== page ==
May 9, 2018; Washington Post and NPR, “The Two-Way”
This week, the Mormon Church announced that they will end their relationship with the Boy Scouts of America at the end of 2019. These two large organizations have decided that after more than 100 years of successful partnership, the time has come to go their separate ways. The decision comes as both organizations have seen the need to refocus their youth programs to adapt to changes in their environments and found that a once-beneficial partnership will not meet their needs. In their decision, we can find a challenge for both organizations and a learning opportunity for the nonprofit community.
In a statement released on Tuesday, the Church noted it is no longer just an American church and has become a worldwide organization. It now needs a youth program that will speak in one voice to its diverse membership in a manner consistent with its teachings.
The Church has increasingly felt the need to create and implement a uniform youth leadership and development program that serves its members globally. In so doing, it will be necessary for the Church to discontinue its role as a chartered partner with BSA. We have…determined that, effective on December 31, 2019, the Church will conclude its relationship as a chartered organization with all Scouting programs around the world.
From the Church’s perspective, the Scouting program is no longer aligned closely enough with their purpose. They determined, as reported by the Washington Post, that it was necessary for their youth program to “support families as they seek to develop faith in Jesus Christ and build character and capacity…to help children and youth discover their eternal identity, build character and resilience, develop life skills, participate in outdoor activities and service opportunities, and strengthen their ability to fulfill their divine roles as daughters and sons of God.” Unstated was a growing worry that as the Scouts adapted to changes in the US, its program was growing less relevant to the Church.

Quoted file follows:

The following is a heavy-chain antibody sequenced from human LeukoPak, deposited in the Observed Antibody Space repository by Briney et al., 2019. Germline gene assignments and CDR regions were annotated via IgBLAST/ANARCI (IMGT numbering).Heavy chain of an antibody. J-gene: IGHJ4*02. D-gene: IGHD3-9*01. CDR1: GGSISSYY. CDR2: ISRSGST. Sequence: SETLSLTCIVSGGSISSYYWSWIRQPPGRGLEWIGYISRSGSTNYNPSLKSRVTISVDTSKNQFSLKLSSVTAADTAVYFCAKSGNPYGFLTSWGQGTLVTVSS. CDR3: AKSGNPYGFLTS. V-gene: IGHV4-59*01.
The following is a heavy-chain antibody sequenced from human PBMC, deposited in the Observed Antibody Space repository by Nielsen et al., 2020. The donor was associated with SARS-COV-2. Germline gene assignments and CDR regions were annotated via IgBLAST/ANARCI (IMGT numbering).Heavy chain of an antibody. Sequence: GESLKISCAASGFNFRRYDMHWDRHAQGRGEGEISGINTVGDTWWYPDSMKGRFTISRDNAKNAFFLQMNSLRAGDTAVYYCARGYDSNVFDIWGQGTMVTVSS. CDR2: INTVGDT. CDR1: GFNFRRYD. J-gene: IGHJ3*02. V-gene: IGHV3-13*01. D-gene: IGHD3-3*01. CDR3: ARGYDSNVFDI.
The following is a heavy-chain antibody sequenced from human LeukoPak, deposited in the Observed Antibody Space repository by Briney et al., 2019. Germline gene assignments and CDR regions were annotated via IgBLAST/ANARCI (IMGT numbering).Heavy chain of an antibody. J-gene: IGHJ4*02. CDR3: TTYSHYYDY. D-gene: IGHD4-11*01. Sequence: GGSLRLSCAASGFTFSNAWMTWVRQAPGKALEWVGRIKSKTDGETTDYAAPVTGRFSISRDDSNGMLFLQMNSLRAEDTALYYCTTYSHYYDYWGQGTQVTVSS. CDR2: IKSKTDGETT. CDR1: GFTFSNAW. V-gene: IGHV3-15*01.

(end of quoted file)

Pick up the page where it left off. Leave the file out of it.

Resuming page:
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As noted by NPQ, the Scouts were faced with very serious challenges: “The Boy Scouts of America was looking at fast-dwindling coffers and declining membership—2.3 million, down from 2.6 million five years ago and 4 million at its peak.” Faced with shrinking numbers and growing challenges from some of the communities they serve, the Boy Scouts of America has been addressing its future. The need to remain relevant in a changing world pushed the Scouts to modify its boys-only and anti-gay policies, which placed it in an increasingly difficult position, as US cultural norms underwent significant changes. Reflecting their conclusion that societal norms made gender-specific programs less relevant, they recently embarked on an effort to attract girls to a revamped program. This change, along with prior decisions to allow openly gay boys and young men a place in their program, raised new opportunities and new problems for the Scouts. Unlike the Church of Latter Day Saints, BSA does not serve a single community. These decisions naturally pleased some and alienated others, perhaps including the Mormon Church.
For Scouts BSA, this divorce, as amicable as it may be, will represent a significant challenge. As noted by the Washington Post, up to this point, “any boy who is part of a Mormon congregation automatically becomes part of the Boy Scouts. The Mormon Church has been the largest participant of the Boy Scouts in the United States, making up nearly 20 percent of all of the Boy Scouts’ 2.3 million youth members.” In addition to serving significantly fewer members, the loss of the Mormon Church’s partnership will cost Scouting many adult leaders and significant financial support, adding to their troubles.
Publicly, Scouting BSA is downplaying the potential impact of the Mormon Church’s departure. In a statement reported by NPR, they said they are “confident that many LDS Scouting families will go on to enjoy Scouting for years to come. For LDS families who want to continue the tradition of Scouting beyond 2019, the BSA will ensure a smooth transition to community-sponsored units that will welcome youth previously served by LDS-sponsored units.” Their actual strategy for either more directly competing with the new LDS program or adapting to the loss of their support remains to be seen.
The Church’s new direction isn’t without risk, either. Even if not directly aligned with their purpose, Scouting provided a working program model and an organizational structure for housing youth programs. Their new youth program, once it rolls out at the beginning of 2020, will have to replace this and overcome the nostalgic pull of 100 years of tradition. Since other scouting opportunities will remain available to members of the Church in the general community, the Church’s new program will need to launch without too many hiccups or perceived issues.
Every organization must balance the need to change—and the cost and risk of change—with an ongoing commitment to mission and purpose. The developing, emerging, and now diverging strategies of two longtime partners reflect their individual conclusions about what was most critical for them.—Martin Levine